With tens of thousands visiting their message boards, incel is hardly marginal though arguably too amorphous and incoherent to dignify with the term movement. It is debatable how widespread the cult of Rodger might be. But the issues of misogyny and inadequacy that drive men to it characterise a far broader and deeper problem that helps to explain male violence.
On the one hand, there is the hatred of women, born for the most part from a sense of entitlement. These men do not just resent the fact that they cant get a girlfriend. They feel women are denying them the sex that is rightfully theirs. They belong to broadly the same demographic as the Gamergate movement earlier this decade, in which male gamers systematically harassed female game developers and media critics, subjecting them to rape and death threats, and publishing details of their personal lives online.
These men, wherever they are, now have more political space than they used to. There is considerable overlap with the American hard right. And they have a role model in the White House in a president who was accused of rape by his first wife, boasts of grabbing women by the genitals, makes up sexual stories about womenon the internet, and openly disparages their looks and intellect. In the 2005 book TrumpNation, the future president tells Timothy OBrien his favourite part in Pulp Fiction is when Sam [Jackson] had his gun out in the diner and he tells the guy to tell his girlfriend to shut up: Tell that Bitch to be cool. Say, Bitch be cool. I love those lines.
We dont know what proportion of these men go on to have abusive relationships or if they enter relationships at all. But we do know there is a significant correlation between domestic abuse and mass murder.
An Everytown for Gun Safety report last year revealed that between 2009 and 2016 more than half of mass shootings in the US were related to domestic or family violence. In a third of the public mass shootings during that time period the gunman had a history of violence against women domestic abuse is a more common trait among mass murderers than mental illness.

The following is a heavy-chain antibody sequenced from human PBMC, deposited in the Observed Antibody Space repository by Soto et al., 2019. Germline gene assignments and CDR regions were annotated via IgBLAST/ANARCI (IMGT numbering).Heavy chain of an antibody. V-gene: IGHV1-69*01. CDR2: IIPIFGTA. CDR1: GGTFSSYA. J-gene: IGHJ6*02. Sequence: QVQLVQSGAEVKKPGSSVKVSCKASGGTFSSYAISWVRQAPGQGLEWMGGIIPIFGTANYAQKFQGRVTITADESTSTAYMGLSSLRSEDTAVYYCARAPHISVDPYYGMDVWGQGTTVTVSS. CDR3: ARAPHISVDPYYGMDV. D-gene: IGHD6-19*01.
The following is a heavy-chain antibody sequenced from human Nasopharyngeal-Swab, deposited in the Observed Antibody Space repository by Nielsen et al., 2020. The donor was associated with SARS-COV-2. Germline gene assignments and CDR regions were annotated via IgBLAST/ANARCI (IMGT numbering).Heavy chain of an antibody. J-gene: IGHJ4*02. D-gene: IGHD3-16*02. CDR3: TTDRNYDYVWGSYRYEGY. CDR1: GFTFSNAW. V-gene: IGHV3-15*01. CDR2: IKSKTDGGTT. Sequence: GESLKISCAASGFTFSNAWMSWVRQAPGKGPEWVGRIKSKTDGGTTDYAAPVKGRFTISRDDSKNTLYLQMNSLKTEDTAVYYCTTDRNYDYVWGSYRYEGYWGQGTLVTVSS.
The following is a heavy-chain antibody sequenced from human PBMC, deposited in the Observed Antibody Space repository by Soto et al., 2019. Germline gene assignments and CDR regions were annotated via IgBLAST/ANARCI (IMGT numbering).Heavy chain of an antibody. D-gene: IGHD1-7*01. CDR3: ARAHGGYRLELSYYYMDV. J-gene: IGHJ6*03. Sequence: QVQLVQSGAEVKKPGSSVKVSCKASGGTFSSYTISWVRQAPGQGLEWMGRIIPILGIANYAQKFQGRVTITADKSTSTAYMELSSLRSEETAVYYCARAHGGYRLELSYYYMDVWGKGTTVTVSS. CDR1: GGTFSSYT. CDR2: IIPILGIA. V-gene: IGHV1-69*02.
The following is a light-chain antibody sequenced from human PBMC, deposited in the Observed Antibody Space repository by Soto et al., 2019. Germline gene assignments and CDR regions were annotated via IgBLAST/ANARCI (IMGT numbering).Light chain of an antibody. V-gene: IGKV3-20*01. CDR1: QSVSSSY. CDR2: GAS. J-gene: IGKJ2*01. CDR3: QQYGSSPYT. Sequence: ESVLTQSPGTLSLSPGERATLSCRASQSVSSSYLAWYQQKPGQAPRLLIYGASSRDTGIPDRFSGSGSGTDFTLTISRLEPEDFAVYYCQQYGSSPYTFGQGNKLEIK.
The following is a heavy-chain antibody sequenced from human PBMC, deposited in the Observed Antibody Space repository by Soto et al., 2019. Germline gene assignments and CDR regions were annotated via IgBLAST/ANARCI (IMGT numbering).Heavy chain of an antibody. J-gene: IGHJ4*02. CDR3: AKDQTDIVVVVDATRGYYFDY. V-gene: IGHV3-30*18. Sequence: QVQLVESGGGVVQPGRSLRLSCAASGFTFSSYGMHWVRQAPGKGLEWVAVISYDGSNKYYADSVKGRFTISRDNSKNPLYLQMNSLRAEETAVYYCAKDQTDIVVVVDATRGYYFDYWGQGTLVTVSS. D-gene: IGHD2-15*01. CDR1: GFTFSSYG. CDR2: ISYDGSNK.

On the other hand, there is a deep sense of grievance. While most people avoid association with failure, these men are attracted to it. Their inadequacy is central both to their identity and their rage. They are not the men they want or need to be; they do not have the status they feel was their birthright. This is the fault of others and somebody, anybody, must therefore pay. The amok man, writes Douglas Kellner in Guys and Guns Amok, describing the man likely to commit a mass killing, is patently out of his mind But his rampage is preceded by lengthy brooding over failure and is carefully planned as a means of deliverance from an unbearable situation.
While the desire to dominate and the embrace of failure may appear contradictory, they are in fact part of the same pathology. The rage stems from the fact that the very thing they feel entitled to womens bodies, womens lives, womens obeisance is not available to them. They hate the thing they cannot have. And of course they hate themselves for their inability to get it.
If ever there was an illustration of how a system of patriarchy demeans and depletes us all, this is it. Unable to take advantage of the male privileges they believe they are owed, they feel inadequate and grow resentful, and a handful become violent. Often awkward, shy and unconfident, they cannot meet the standards of machismo that patriarchy demands. They think feminism will destroy them. But in fact it is their greatest chance of liberation, since the less women are forced to conform to preconceived notions of femininity, the more space there is within masculinity for them to be themselves. As such, they are not only the perpetrators of misogyny but the products and, ultimately, the victims of it.
Gary Younge is editor-at-large for the Guardian